In his own time Gay's poems and plays were subject to critique and for a long period literary historians worried about his character and the subversive nature of his work. Samuel Johnson found in Gay a "poet of a lower order." Bertolt Brecht and Kurt Weil brought in 1928 to Berlin their Dreigroschenoper (The Three Penny Opera), which drew from Elisabeth Hauptmann's German translation of Gay's play. It opened 200 years after the first season of Gay's play. Both of Gay's Beggar's Opera plays had been performed in London in the early 1920s with considerable success. Nigel Playfair's production at the Lyric Theatre, Hammersmith, ran for over three years. Duke Ellington and Billy Strayhorn made a musical version of the original, Beggar's Holiday (1946), book and lyrics by John Latouche. Reviews were mixed. Macheath was turned into "a pin-stripe-suited mobster, a singing, dancing Bugsy Siegel." ('Duke Ellington's Long-lost 'Holiday' by Richatrd Harrington, The Washington Post, Febriuary 1, 1992) Václav Havel's Zebrácká Opera (The Beggar's Opera) was suppressed after the first performance in 1975 due to Havel's political criticism of the regime. An Africanized version of The Three Penny Opera by Wole Soyinka, Opera Wonyosi, was staged at the University of Ife, Oduduwa Hal, in 1977. Alan Ayckbourn's A Chorus Disapproval (1984) resituated Gay's characters in Margaret Thatcher's England.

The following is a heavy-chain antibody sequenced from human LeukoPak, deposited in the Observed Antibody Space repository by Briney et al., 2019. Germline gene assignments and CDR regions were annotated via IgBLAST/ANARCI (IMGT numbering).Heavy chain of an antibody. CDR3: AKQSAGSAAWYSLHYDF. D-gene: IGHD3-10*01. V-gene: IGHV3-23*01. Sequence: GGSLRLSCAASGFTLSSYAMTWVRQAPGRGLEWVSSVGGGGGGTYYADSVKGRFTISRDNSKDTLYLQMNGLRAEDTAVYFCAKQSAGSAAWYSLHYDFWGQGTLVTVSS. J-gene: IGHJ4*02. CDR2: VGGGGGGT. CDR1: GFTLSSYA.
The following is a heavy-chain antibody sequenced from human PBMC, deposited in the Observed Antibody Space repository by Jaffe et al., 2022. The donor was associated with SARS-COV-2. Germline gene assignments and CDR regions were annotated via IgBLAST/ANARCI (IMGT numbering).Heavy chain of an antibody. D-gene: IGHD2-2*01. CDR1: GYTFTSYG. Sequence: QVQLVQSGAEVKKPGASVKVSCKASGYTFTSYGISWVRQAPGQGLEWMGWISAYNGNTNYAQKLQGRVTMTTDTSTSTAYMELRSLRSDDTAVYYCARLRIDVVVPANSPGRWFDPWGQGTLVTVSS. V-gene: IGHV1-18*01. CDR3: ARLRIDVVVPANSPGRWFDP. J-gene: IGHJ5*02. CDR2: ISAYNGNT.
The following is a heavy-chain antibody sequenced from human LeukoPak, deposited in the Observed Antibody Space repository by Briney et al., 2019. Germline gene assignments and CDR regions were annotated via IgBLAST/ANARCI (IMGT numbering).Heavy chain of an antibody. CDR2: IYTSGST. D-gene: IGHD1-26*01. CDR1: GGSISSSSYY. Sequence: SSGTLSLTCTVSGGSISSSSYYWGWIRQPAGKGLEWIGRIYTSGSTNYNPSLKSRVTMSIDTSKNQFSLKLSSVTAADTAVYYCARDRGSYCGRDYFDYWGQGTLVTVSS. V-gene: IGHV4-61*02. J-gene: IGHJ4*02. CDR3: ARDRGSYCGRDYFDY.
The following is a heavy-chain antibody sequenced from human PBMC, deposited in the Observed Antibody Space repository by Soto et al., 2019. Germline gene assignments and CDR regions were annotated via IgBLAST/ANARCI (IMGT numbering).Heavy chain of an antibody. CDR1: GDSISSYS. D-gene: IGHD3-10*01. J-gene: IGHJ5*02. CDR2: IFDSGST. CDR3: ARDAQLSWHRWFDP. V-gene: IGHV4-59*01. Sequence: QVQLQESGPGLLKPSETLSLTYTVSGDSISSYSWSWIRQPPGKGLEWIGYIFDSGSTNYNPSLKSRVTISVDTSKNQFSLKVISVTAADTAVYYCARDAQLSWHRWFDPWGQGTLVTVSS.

For further reading: Lives of the Poets by S. Johnson (first edition 1781); The Life and Letters of John Gay by L. Melville (1921); Mr. Gay by O. Sherwin (1929); John Gay by P.F. Gaye (1938); John Gay: Favorite of the Wits by W.H. Irving (1940); Mr. Gay's London by A.P. Herbert (1948); John Gay, Social Critic by S.M. Armens (1954); John Gay, Favorite of the Wits by W.H. Irving (1962); John Gay by P.M. Spacks (1965); John Gay and the London Theatre by Calhoun Winton (1993); John Gay: A Profession of Friedship by David Nokes (1995); Deep Play - John Gay and the Invention of Modernity by Dianne Dugaw (2001); John Gay's The Beggar's Opera, 1728-2004: Adaptations and Re-writings, edited by Uwe Böker, Ines Detmers, Anna-Christina Giovanopoulos (2006) ; 'Introduction,' in The Beggar's Opera; and, Polly, edited with an introduction and notes by Hal Gladfelder (2013)